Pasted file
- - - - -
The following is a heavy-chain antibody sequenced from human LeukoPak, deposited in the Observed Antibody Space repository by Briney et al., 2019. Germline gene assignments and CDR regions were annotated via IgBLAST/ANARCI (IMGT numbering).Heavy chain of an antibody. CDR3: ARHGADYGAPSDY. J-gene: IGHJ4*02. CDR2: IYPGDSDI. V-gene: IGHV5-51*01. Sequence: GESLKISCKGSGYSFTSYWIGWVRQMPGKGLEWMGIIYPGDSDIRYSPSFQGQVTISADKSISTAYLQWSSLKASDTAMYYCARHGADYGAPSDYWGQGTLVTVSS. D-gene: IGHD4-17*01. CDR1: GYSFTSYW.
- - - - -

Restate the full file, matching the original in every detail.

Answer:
The following is a heavy-chain antibody sequenced from human LeukoPak, deposited in the Observed Antibody Space repository by Briney et al., 2019. Germline gene assignments and CDR regions were annotated via IgBLAST/ANARCI (IMGT numbering).Heavy chain of an antibody. CDR3: ARHGADYGAPSDY. J-gene: IGHJ4*02. CDR2: IYPGDSDI. V-gene: IGHV5-51*01. Sequence: GESLKISCKGSGYSFTSYWIGWVRQMPGKGLEWMGIIYPGDSDIRYSPSFQGQVTISADKSISTAYLQWSSLKASDTAMYYCARHGADYGAPSDYWGQGTLVTVSS. D-gene: IGHD4-17*01. CDR1: GYSFTSYW.